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StarBulletin.com

Don't raise jobless fund tax too fast


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POSTED: Tuesday, December 01, 2009

States are required by federal law to build up funds in good times for paying unemployment insurance claims during bad times, but Hawaii and other states were ill prepared for the depth of the current recession. Hawaii's state government should find a way, probably through federal loans, to delay tax increases on businesses to supplement the fund until the state has climbed out of the economic ditch.

Nationally, the number of people claiming unemployment assistance has tripled since the recession began, draining jobless aid funds and prompting half the states to borrow from the federal government. Thirty-three states plan to raise taxes on employers next year to keep the funds in the black, most of them triggered by laws requiring higher taxes to offset the decline in state funds.

In Hawaii, businesses that now pay an average of $90 per employee into the fund will be forced to pay $1,070 for next year—due in April—and $1,520 in 2010 if no changes are made to avert automatic tax adjustments. That undoubtedly would cause employers to reduce wages and lay off employees, and it could devastate many small businesses, which create about 60 percent of new jobs.

Hawaii's unemployment trust fund reached a record $552 million in 2007 but, at current tax rates, is expected to sink to $125 million by the end of this year. At the current rate of $31.7 million in monthly output, the fund would dry up next year if no changes are made.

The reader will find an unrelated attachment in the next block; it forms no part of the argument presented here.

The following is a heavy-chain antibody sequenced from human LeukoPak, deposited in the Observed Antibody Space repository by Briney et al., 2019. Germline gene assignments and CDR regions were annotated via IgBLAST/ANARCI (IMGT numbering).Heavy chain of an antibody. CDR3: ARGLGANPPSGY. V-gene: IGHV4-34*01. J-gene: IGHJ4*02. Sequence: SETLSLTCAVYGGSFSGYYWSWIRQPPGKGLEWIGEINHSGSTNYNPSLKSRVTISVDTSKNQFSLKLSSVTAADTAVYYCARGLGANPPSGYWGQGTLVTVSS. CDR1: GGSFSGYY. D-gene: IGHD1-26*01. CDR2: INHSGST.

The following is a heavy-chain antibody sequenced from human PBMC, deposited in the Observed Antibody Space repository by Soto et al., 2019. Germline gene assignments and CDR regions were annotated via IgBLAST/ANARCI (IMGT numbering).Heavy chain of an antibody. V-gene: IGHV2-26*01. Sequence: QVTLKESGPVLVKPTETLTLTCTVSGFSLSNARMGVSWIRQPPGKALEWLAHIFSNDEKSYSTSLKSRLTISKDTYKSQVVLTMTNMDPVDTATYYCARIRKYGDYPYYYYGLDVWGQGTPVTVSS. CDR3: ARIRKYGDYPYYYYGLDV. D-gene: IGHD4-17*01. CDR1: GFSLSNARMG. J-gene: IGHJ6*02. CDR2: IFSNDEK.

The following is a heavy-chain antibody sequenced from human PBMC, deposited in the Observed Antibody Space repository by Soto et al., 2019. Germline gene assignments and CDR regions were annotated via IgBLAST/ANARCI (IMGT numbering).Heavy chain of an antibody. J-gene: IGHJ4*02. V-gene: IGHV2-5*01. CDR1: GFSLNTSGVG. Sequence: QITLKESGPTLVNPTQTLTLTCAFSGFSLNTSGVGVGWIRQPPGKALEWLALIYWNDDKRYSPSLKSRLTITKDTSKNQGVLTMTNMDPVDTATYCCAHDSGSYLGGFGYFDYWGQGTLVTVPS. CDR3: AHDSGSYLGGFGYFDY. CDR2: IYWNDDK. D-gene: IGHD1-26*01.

The state is examining relief such as adjusting coverage, eligibility, benefit levels, wage base and tax-level triggers, according to Darwin Ching, state director of labor and industrial relations. Even then, he says, the average increase in business taxes would be five times the present level.

Hawaii could join other states in borrowing millions from the federal government to lessen the immediate damage. Loans are interest-free the first year but would be 4.76 percent the second year, at which time the state is likely to be more able to pay the interest.

The federal government is paying jobless compensation for about 4 million of the 9 million beneficiaries who had exhausted the 26 weeks typically provided by states and now can receive up to 73 weeks in aid by the federal government. The combined 99 weeks of jobless compensation is the longest on record.

As the nation recovers from the recession, further action will be required at the federal level, perhaps by legislation, to assist states avoiding prolonged fiscal problems. In particular, moves should be made to lengthen the period before states need to pay interest on what amount to emergency loans.